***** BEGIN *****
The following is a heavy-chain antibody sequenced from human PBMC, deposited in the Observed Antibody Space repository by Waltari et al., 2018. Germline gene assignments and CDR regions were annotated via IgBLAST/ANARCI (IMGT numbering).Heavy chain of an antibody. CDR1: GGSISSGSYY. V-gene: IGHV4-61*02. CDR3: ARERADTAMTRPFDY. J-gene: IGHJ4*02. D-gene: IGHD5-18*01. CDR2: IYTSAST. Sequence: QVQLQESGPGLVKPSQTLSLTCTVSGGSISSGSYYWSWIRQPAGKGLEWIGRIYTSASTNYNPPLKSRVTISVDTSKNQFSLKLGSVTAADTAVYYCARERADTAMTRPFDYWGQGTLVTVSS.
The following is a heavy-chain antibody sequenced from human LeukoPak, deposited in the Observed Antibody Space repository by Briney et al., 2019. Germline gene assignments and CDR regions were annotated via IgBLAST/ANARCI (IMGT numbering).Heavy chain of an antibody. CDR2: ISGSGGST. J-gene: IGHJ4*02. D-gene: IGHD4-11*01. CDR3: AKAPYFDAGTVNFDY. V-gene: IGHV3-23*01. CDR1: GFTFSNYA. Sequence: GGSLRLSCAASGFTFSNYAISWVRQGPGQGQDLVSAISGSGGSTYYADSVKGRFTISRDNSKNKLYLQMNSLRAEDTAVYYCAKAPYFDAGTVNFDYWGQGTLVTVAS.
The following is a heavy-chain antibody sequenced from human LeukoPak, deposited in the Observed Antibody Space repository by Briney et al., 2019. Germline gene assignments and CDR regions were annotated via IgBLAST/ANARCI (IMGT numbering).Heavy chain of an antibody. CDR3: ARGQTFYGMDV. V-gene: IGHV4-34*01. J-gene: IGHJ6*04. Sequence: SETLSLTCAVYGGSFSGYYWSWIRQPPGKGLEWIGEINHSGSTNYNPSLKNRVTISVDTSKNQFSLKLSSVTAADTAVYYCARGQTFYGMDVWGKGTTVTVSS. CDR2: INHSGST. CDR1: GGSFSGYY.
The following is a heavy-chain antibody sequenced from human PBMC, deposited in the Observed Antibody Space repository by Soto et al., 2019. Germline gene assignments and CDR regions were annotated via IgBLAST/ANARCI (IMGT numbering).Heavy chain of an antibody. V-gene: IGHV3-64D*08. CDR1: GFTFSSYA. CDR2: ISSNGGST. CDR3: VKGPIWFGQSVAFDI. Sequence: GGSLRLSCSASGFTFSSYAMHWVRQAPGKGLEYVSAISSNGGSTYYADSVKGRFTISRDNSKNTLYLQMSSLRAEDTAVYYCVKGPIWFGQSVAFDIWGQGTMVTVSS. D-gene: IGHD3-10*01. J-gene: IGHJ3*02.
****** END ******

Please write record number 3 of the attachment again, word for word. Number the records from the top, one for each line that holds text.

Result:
The following is a heavy-chain antibody sequenced from human LeukoPak, deposited in the Observed Antibody Space repository by Briney et al., 2019. Germline gene assignments and CDR regions were annotated via IgBLAST/ANARCI (IMGT numbering).Heavy chain of an antibody. CDR3: ARGQTFYGMDV. V-gene: IGHV4-34*01. J-gene: IGHJ6*04. Sequence: SETLSLTCAVYGGSFSGYYWSWIRQPPGKGLEWIGEINHSGSTNYNPSLKNRVTISVDTSKNQFSLKLSSVTAADTAVYYCARGQTFYGMDVWGKGTTVTVSS. CDR2: INHSGST. CDR1: GGSFSGYY.